A motorcycle slipper clutch operates by reducing the pressure on the clutch pack when the rear wheel it trying to turn the engine. Road racing type slipper clutches have no effect on the clutch engagement when the engine is trying to drive the rear wheel.
In the above photo, the hub of the slipper clutch is disassembled. The base of the slipper is on the right, and the balls are placed on the ramps. The splined hub on the left is upside down. the ramps and dogs are identified. In normal operation, when the engine is trying to turn the rear wheel, the flat engagement dogs push on each other, and the clutch drives the motorcycle forward.
When the motorcycle is slowing for a turn (Engine Braking) the torque forces the ramps together, The ramps then ride up on each other, and this action lifts the splined part of the hub off of the base.
In the above photo, the hub is shown at rest. This is how it would be when the engine is making the motorcycle go forward.
In the above photo, the splined clutch hub is lifted a few mm off of the clutch base. (look for the gap between the splines and the flat part of the hub) This is what happens when slowing from high speed with the throttle shut.
Clutch stack height is more critical in a slipper clutch than in a normal clutch. The slipper clutch tends to work the best with a clutch stack height that is about 1mm more than the distance between the clutch hub base and the pressure plate
In the above photo, the clutch has about 46.5mm of distance between the base and the pressure plate. Based on this measurement, you would want a stack height of about 47.5 to 48mm. Our clutches are designed to be at the optimal stack height with the Original clutch plates. Clutch shim kits with different thickness steel plates can be used to adjust this dimension,
Since disassembling the clutch to monitor the stack height is a bother, we have developed a method to indirectly measure the stack height without disassembling the clutch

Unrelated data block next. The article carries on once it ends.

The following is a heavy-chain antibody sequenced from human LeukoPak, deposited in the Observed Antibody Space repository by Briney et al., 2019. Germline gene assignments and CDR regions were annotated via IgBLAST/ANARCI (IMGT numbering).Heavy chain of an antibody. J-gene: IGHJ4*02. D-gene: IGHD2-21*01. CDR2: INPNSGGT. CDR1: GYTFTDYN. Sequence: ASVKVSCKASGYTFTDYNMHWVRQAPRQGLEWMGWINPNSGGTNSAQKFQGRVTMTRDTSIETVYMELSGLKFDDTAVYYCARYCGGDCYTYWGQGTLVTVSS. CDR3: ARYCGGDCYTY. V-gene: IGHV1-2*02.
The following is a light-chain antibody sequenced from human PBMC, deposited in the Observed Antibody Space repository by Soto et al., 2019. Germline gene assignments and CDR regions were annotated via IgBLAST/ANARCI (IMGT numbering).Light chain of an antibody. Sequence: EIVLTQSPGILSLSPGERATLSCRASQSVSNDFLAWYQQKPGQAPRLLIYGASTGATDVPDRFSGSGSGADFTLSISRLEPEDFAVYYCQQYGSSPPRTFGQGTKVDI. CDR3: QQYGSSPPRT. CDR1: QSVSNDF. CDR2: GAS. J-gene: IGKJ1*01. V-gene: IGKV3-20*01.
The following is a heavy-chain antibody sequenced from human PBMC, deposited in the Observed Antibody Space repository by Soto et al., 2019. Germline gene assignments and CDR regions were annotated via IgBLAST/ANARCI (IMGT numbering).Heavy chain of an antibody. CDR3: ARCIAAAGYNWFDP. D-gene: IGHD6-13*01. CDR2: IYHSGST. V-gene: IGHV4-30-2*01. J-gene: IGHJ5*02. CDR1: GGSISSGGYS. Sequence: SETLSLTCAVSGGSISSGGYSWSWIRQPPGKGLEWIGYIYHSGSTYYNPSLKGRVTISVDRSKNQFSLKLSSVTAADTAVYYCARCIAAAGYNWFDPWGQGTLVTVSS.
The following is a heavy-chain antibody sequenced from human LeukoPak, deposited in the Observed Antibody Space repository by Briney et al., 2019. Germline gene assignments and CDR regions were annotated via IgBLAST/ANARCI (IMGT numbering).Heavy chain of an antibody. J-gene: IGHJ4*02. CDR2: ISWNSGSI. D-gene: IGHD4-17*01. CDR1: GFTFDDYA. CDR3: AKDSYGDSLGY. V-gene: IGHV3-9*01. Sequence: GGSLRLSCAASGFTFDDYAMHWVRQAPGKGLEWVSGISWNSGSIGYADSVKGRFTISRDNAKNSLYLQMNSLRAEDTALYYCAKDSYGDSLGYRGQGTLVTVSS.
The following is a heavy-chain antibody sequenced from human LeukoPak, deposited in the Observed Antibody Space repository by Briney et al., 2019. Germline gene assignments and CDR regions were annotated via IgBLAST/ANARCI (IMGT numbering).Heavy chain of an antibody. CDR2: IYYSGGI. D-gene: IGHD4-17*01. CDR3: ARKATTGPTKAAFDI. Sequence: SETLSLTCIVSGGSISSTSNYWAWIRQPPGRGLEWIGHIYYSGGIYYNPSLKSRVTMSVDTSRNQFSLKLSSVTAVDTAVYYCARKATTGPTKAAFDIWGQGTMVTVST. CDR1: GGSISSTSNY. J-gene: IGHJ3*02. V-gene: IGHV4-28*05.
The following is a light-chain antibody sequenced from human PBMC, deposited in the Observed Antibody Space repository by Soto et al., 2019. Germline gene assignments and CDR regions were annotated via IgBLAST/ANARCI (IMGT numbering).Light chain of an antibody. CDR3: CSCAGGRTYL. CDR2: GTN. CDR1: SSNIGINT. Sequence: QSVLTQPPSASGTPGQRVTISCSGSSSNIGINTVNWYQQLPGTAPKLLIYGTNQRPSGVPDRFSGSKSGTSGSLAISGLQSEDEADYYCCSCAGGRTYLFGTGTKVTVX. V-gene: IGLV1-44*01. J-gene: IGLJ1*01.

In the above photo, we show a slipper clutch without plates. Here we are measuring the distance from the top of the pressure plate to the top of the splines on the clutch hub. The dimension for this clutch is 4.6mm. Your slipper clutch may be different. Once you determine this dimension WRITE IT DOWN.
In this photo, we have jumped forward to show the clutch assembled with plates, and the pressure plate lightly clamped down. We measure the distance from the top of the pressure plate and find out that it is now 5.7mm.
Subtracting this measurement from the initial one, ( 5.7 - 4.6 = 1.1 ) we find that our clutch stack height is 1.1mm more than the distance between the pressure plate and base ( PERFECT)
Clutch plate order for slipper clutches may vary from the original method due to the clutch hub lifting off of the base as shown in the third photograph. In order to compensate for this, please pay attention to how you put the plates in the clutch.
When we describe the "First" plate in a clutch, we are referring to the one that is closest to the inside of the engine. The last plate is the one closest to the clutch cover (or your right foot).
The First plate in the motor would be a normal friction plate, as it is impossible for them to slip under the hub, and jam it open. The second plate in the motor is a normal steel plate.
Here is where some motors vary. IN SOME MOTORS, there is a special friction plate, as well as some thin steel rings that help the clutch engage more smoothly. While these usually the first plates in the clutch pack, they must be the third plates in, when assembling a slipper clutch.
Once past the third plate, all goes as usual.
If you need to adjust the height of the clutch stack, we suggest putting the shim plates near the pressure plate. this way, if you have to go in and readjust them, they are easy to get to.